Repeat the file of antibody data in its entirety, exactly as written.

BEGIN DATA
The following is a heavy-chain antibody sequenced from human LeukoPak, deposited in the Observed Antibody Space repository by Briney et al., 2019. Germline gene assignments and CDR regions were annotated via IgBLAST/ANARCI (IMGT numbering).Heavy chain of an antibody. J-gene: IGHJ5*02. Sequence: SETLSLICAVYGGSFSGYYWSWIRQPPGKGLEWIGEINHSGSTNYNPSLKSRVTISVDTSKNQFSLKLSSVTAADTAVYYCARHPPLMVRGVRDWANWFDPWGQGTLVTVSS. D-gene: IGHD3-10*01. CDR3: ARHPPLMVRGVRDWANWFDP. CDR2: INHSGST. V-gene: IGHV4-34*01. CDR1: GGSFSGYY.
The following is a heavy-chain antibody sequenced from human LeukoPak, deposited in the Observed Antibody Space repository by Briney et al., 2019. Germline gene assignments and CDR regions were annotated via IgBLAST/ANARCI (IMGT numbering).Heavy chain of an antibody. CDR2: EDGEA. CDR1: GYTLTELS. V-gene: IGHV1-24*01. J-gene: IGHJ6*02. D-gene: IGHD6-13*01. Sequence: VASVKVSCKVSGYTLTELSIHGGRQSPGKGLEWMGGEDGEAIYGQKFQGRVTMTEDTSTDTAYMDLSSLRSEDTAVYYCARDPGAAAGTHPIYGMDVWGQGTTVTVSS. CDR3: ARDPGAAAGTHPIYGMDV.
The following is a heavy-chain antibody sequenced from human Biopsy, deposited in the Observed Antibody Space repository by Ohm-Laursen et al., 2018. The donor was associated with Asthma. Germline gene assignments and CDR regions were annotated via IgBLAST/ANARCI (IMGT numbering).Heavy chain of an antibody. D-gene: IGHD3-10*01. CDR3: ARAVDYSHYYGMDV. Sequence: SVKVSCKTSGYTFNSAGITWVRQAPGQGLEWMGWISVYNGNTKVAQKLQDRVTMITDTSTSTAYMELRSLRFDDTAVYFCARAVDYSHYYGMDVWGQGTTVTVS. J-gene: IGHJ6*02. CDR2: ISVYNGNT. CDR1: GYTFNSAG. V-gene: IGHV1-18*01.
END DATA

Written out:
The following is a heavy-chain antibody sequenced from human LeukoPak, deposited in the Observed Antibody Space repository by Briney et al., 2019. Germline gene assignments and CDR regions were annotated via IgBLAST/ANARCI (IMGT numbering).Heavy chain of an antibody. J-gene: IGHJ5*02. Sequence: SETLSLICAVYGGSFSGYYWSWIRQPPGKGLEWIGEINHSGSTNYNPSLKSRVTISVDTSKNQFSLKLSSVTAADTAVYYCARHPPLMVRGVRDWANWFDPWGQGTLVTVSS. D-gene: IGHD3-10*01. CDR3: ARHPPLMVRGVRDWANWFDP. CDR2: INHSGST. V-gene: IGHV4-34*01. CDR1: GGSFSGYY.
The following is a heavy-chain antibody sequenced from human LeukoPak, deposited in the Observed Antibody Space repository by Briney et al., 2019. Germline gene assignments and CDR regions were annotated via IgBLAST/ANARCI (IMGT numbering).Heavy chain of an antibody. CDR2: EDGEA. CDR1: GYTLTELS. V-gene: IGHV1-24*01. J-gene: IGHJ6*02. D-gene: IGHD6-13*01. Sequence: VASVKVSCKVSGYTLTELSIHGGRQSPGKGLEWMGGEDGEAIYGQKFQGRVTMTEDTSTDTAYMDLSSLRSEDTAVYYCARDPGAAAGTHPIYGMDVWGQGTTVTVSS. CDR3: ARDPGAAAGTHPIYGMDV.
The following is a heavy-chain antibody sequenced from human Biopsy, deposited in the Observed Antibody Space repository by Ohm-Laursen et al., 2018. The donor was associated with Asthma. Germline gene assignments and CDR regions were annotated via IgBLAST/ANARCI (IMGT numbering).Heavy chain of an antibody. D-gene: IGHD3-10*01. CDR3: ARAVDYSHYYGMDV. Sequence: SVKVSCKTSGYTFNSAGITWVRQAPGQGLEWMGWISVYNGNTKVAQKLQDRVTMITDTSTSTAYMELRSLRFDDTAVYFCARAVDYSHYYGMDVWGQGTTVTVS. J-gene: IGHJ6*02. CDR2: ISVYNGNT. CDR1: GYTFNSAG. V-gene: IGHV1-18*01.